Tags: rev french radare2 


For this challenge, we get an archive with a lot of files, the name of which seems to be a hash. Each file is an ELF x86_64 program file. In addition, a server listens, and requests:

Enter valid token to binary with name <8c235f89a8143a28a1d6067e959dd858>
at connection. We therefore understand quickly enough that we will have to automate the reversing of all these ELFs to send the correct token back to the server, and thus have the flag, the server requesting a series of tokens before spitting the flag.

Fortunately for us, these ELFs have a very similar structure, and automation should not be too difficult (especially since the binaries are not stripped). The interesting part is therefore in the "sym.check" function under radare2:
; CALL XREF from main @ 0x1219
┌ 171: sym.check (void *arg1);
│ ; var void *s1 @ rbp-0x38
│ ; var void *s2 @ rbp-0x30
│ ; var int64_t var_28h @ rbp-0x28
│ ; var int64_t var_20h @ rbp-0x20
│ ; var int64_t var_18h @ rbp-0x18
│ ; var signed int64_t var_4h @ rbp-0x4
│ ; arg void *arg1 @ rdi
│ 0x000012a4 55 push rbp
│ 0x000012a5 4889e5 mov rbp, rsp
│ 0x000012a8 4883ec40 sub rsp, 0x40
│ 0x000012ac 48897dc8 mov qword [s1], rdi ; arg1
│ 0x000012b0 48b8110e5655. movabs rax, 0xe57581255560e11
│ 0x000012ba 48ba0e585544. movabs rdx, 0x114758114455580e
│ 0x000012c4 488945d0 mov qword [s2], rax
│ 0x000012c8 488955d8 mov qword [var_28h], rdx
│ 0x000012cc 48b80d131244. movabs rax, 0x5614410e4412130d
│ 0x000012d6 48ba470d5755. movabs rdx, 0x430d424155570d47
│ 0x000012e0 488945e0 mov qword [var_20h], rax
│ 0x000012e4 488955e8 mov qword [var_18h], rdx
│ 0x000012e8 c745fc000000. mov dword [var_4h], 0
│ ┌─< 0x000012ef eb2e jmp 0x131f
│ │ ; CODE XREF from sym.check @ 0x1323
│ ┌──> 0x000012f1 8b45fc mov eax, dword [var_4h]
│ ╎│ 0x000012f4 4863d0 movsxd rdx, eax
│ ╎│ 0x000012f7 488b45c8 mov rax, qword [s1]
│ ╎│ 0x000012fb 4801d0 add rax, rdx
│ ╎│ 0x000012fe 0fb600 movzx eax, byte [rax]
│ ╎│ 0x00001301 83c00a add eax, 0xa
│ ╎│ 0x00001304 83f022 xor eax, 0x22
│ ╎│ 0x00001307 8d48f5 lea ecx, [rax - 0xb]
│ ╎│ 0x0000130a 8b45fc mov eax, dword [var_4h]
│ ╎│ 0x0000130d 4863d0 movsxd rdx, eax
│ ╎│ 0x00001310 488b45c8 mov rax, qword [s1]
│ ╎│ 0x00001314 4801d0 add rax, rdx
│ ╎│ 0x00001317 89ca mov edx, ecx
│ ╎│ 0x00001319 8810 mov byte [rax], dl
│ ╎│ 0x0000131b 8345fc01 add dword [var_4h], 1
│ ╎│ ; CODE XREF from sym.check @ 0x12ef
│ ╎└─> 0x0000131f 837dfc1f cmp dword [var_4h], 0x1f
│ └──< 0x00001323 7ecc jle 0x12f1
│ 0x00001325 488d4dd0 lea rcx, [s2]
│ 0x00001329 488b45c8 mov rax, qword [s1]
│ 0x0000132d ba20000000 mov edx, 0x20 ; "@" ; size_t n
│ 0x00001332 4889ce mov rsi, rcx ; const void *s2
│ 0x00001335 4889c7 mov rdi, rax ; const void *s1
│ 0x00001338 e833fdffff call sym.imp.memcmp ; int memcmp(const void *s1, const void *s2, size_t n)
│ 0x0000133d 85c0 test eax, eax
│ ┌─< 0x0000133f 7407 je 0x1348
│ │ 0x00001341 b800000000 mov eax, 0
│ ┌──< 0x00001346 eb05 jmp 0x134d
│ ││ ; CODE XREF from sym.check @ 0x133f
│ │└─> 0x00001348 b801000000 mov eax, 1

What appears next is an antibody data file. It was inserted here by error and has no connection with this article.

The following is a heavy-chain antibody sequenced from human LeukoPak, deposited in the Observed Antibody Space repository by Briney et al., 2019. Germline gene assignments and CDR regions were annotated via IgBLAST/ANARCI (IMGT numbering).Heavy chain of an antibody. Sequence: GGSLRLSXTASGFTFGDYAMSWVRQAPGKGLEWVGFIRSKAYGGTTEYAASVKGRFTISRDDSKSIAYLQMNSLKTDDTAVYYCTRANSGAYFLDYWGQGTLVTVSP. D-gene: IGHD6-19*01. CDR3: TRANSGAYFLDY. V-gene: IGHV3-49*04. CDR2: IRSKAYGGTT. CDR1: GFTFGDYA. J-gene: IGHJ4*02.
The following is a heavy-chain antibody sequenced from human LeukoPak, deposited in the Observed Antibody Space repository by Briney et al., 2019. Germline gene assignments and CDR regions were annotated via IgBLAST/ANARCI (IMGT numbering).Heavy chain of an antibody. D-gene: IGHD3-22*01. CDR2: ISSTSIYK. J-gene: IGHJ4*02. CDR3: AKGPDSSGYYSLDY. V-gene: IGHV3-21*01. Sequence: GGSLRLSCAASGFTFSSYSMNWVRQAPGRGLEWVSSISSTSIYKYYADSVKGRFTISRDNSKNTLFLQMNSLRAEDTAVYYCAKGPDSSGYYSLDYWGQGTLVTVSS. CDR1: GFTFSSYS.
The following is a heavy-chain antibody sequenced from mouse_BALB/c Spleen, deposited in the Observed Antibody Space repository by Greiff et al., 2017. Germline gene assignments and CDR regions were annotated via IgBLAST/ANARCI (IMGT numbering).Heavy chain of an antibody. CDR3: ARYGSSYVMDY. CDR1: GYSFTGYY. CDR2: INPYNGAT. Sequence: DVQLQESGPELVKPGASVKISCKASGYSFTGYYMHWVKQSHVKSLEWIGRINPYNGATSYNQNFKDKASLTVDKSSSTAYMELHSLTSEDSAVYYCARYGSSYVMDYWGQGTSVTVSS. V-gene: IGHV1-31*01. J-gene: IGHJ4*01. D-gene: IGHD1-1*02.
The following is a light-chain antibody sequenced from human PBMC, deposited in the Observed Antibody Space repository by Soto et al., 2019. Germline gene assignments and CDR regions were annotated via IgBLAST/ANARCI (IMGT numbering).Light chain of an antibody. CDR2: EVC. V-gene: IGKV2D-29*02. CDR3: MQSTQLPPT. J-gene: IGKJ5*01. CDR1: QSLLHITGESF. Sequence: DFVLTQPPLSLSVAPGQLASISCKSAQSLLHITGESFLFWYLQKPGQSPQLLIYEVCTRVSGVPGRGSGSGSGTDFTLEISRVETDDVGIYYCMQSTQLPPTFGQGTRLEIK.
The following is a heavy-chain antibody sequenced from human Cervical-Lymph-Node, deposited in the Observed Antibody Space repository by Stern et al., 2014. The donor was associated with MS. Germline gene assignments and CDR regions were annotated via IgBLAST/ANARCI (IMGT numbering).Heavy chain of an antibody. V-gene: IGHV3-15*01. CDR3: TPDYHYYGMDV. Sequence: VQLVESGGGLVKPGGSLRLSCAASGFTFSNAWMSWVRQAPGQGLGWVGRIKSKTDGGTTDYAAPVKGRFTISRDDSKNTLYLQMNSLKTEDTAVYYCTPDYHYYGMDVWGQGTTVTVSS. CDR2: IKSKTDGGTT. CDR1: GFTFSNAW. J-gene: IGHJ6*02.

│ │ ; CODE XREF from sym.check @ 0x1346
│ └──> 0x0000134d c9 leave
└ 0x0000134e c3 ret
We can see that crackme fills a buffer with 4 qwords (the encrypted "token"), before retrieving the serial entered by the user, and performing calculations on it before comparing it with the first buffer.

The input encryption algorithm is therefore for each byte:
out[i] = ((serial[i] + 0xa) ^ 0x22) - 0xb
All executables have the same algorithm, only the parameters, i.e. the buffer, and the constants 0xa, 0x22 and 0xb change for each binary. So we just have to exit python and r2pipe to extract these values and communicate with the server, which gives the python below (the binaries are placed in a "files" sub-folder):


import r2pipe
import sys
import struct
import pexpect
import socket

buf = b""

def get_tok(file):
r2 = r2pipe.open("files/" + file)
# Extraction du buffer
buf = struct.pack("<Q", r2.cmdj("pdj 1 @0x000012b0")[0]["val"])
buf += struct.pack("<Q", r2.cmdj("pdj 1 @0x000012ba")[0]["val"])
buf += struct.pack("<Q", r2.cmdj("pdj 1 @0x000012cc")[0]["val"])
buf += struct.pack("<Q", r2.cmdj("pdj 1 @0x000012d6")[0]["val"])

# Extraction des params de chiffrement
add_operand = r2.cmdj("pdj 1 @0x00001301")[0]["val"]
xor_operand = r2.cmdj("pdj 1 @0x00001304")[0]["val"]
final_sub = r2.cmdj("pdj 1 @0x00001307")[0]["esil"].split(",")[0]
final_sub = int(final_sub[2:], 16)

out = []
for i in buf:
out.append(((final_sub + i) ^ xor_operand) - add_operand)

return "".join([chr(x) for x in out])

sock = socket.socket(socket.AF_INET, socket.SOCK_STREAM)
sock.connect(("tasks.aeroctf.com", 44324))
toto = sock.makefile()
while True:
line = toto.readline()
if line.find("Enter valid token") > -1:
name = line[line.find("<")+1:-2]
token = get_tok(name)
sock.send(bytes(token + "\n", "ascii"))

The only "complicated" part here is to extract the good value from the "lea ecx, [rax - 0xb]", where I based myself on the ESIL evaluation made by radare2 to recover the good value. Finally, last subtlety, the server returns an ANSI terminal reset sequence after sending the flag, so we had to redirect the output to a file, to get the flag.

That's all folks ! :þ

Original writeup (http://real-asm.infos.st/topic/6/writeup-aeroctf-1000-and-1-night).